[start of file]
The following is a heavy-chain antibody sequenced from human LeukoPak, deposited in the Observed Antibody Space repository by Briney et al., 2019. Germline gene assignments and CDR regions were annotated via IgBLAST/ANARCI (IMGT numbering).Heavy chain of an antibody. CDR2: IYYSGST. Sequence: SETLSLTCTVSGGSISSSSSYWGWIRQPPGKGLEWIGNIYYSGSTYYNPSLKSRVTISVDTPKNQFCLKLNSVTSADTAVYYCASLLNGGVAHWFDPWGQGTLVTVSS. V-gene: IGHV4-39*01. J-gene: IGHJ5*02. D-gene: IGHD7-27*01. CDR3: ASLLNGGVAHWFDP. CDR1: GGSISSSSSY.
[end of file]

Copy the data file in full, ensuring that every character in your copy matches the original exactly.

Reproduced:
The following is a heavy-chain antibody sequenced from human LeukoPak, deposited in the Observed Antibody Space repository by Briney et al., 2019. Germline gene assignments and CDR regions were annotated via IgBLAST/ANARCI (IMGT numbering).Heavy chain of an antibody. CDR2: IYYSGST. Sequence: SETLSLTCTVSGGSISSSSSYWGWIRQPPGKGLEWIGNIYYSGSTYYNPSLKSRVTISVDTPKNQFCLKLNSVTSADTAVYYCASLLNGGVAHWFDPWGQGTLVTVSS. V-gene: IGHV4-39*01. J-gene: IGHJ5*02. D-gene: IGHD7-27*01. CDR3: ASLLNGGVAHWFDP. CDR1: GGSISSSSSY.